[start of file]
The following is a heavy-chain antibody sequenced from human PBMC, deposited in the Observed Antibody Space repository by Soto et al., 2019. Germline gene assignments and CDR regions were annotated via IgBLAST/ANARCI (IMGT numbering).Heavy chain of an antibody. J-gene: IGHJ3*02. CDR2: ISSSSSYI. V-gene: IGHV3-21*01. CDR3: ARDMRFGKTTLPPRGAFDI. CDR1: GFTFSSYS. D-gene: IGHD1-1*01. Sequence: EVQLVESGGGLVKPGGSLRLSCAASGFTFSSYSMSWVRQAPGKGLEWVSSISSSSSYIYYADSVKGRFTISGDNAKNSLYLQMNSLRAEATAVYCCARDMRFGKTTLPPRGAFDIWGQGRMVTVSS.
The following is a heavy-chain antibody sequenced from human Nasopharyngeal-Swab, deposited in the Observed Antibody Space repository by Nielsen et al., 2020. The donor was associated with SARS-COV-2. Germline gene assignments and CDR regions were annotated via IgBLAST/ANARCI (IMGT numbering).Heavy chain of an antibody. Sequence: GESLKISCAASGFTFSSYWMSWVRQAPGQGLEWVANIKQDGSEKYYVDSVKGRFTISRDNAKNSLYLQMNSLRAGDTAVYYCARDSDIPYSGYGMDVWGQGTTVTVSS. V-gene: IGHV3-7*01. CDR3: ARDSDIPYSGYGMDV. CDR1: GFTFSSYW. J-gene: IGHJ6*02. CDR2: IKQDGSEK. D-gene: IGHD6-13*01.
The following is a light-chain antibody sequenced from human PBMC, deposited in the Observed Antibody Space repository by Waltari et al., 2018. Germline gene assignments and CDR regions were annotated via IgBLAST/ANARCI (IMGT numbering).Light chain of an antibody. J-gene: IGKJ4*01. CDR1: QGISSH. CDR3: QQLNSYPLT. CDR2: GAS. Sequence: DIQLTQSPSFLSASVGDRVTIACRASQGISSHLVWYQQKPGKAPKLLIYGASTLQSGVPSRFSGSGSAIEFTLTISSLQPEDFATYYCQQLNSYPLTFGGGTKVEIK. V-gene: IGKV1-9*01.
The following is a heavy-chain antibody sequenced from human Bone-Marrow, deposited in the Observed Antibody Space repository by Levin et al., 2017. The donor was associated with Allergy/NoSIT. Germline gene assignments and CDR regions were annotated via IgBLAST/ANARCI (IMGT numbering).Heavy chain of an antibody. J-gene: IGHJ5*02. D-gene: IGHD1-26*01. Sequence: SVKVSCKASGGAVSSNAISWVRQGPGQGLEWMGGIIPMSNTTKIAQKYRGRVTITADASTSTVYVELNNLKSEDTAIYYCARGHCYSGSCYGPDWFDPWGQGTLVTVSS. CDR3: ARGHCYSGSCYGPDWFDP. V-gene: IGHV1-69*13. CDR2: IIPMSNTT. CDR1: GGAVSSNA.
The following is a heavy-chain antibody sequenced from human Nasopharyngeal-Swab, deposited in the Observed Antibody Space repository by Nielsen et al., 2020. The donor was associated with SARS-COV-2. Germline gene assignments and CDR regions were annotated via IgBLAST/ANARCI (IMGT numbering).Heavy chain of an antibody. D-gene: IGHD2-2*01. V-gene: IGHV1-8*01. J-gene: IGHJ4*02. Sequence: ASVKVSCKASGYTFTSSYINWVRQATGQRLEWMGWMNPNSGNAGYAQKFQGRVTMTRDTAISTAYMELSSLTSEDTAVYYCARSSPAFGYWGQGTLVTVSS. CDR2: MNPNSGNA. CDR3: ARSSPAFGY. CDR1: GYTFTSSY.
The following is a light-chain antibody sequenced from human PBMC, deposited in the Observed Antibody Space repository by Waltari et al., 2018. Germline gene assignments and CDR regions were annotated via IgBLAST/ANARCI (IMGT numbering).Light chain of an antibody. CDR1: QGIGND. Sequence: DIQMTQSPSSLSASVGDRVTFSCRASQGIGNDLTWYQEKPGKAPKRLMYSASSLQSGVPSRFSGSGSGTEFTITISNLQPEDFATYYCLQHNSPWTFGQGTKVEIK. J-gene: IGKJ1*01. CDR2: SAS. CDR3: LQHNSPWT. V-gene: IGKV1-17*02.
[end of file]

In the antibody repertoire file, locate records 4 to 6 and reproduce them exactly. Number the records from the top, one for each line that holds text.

The following is a heavy-chain antibody sequenced from human Bone-Marrow, deposited in the Observed Antibody Space repository by Levin et al., 2017. The donor was associated with Allergy/NoSIT. Germline gene assignments and CDR regions were annotated via IgBLAST/ANARCI (IMGT numbering).Heavy chain of an antibody. J-gene: IGHJ5*02. D-gene: IGHD1-26*01. Sequence: SVKVSCKASGGAVSSNAISWVRQGPGQGLEWMGGIIPMSNTTKIAQKYRGRVTITADASTSTVYVELNNLKSEDTAIYYCARGHCYSGSCYGPDWFDPWGQGTLVTVSS. CDR3: ARGHCYSGSCYGPDWFDP. V-gene: IGHV1-69*13. CDR2: IIPMSNTT. CDR1: GGAVSSNA.
The following is a heavy-chain antibody sequenced from human Nasopharyngeal-Swab, deposited in the Observed Antibody Space repository by Nielsen et al., 2020. The donor was associated with SARS-COV-2. Germline gene assignments and CDR regions were annotated via IgBLAST/ANARCI (IMGT numbering).Heavy chain of an antibody. D-gene: IGHD2-2*01. V-gene: IGHV1-8*01. J-gene: IGHJ4*02. Sequence: ASVKVSCKASGYTFTSSYINWVRQATGQRLEWMGWMNPNSGNAGYAQKFQGRVTMTRDTAISTAYMELSSLTSEDTAVYYCARSSPAFGYWGQGTLVTVSS. CDR2: MNPNSGNA. CDR3: ARSSPAFGY. CDR1: GYTFTSSY.
The following is a light-chain antibody sequenced from human PBMC, deposited in the Observed Antibody Space repository by Waltari et al., 2018. Germline gene assignments and CDR regions were annotated via IgBLAST/ANARCI (IMGT numbering).Light chain of an antibody. CDR1: QGIGND. Sequence: DIQMTQSPSSLSASVGDRVTFSCRASQGIGNDLTWYQEKPGKAPKRLMYSASSLQSGVPSRFSGSGSGTEFTITISNLQPEDFATYYCLQHNSPWTFGQGTKVEIK. J-gene: IGKJ1*01. CDR2: SAS. CDR3: LQHNSPWT. V-gene: IGKV1-17*02.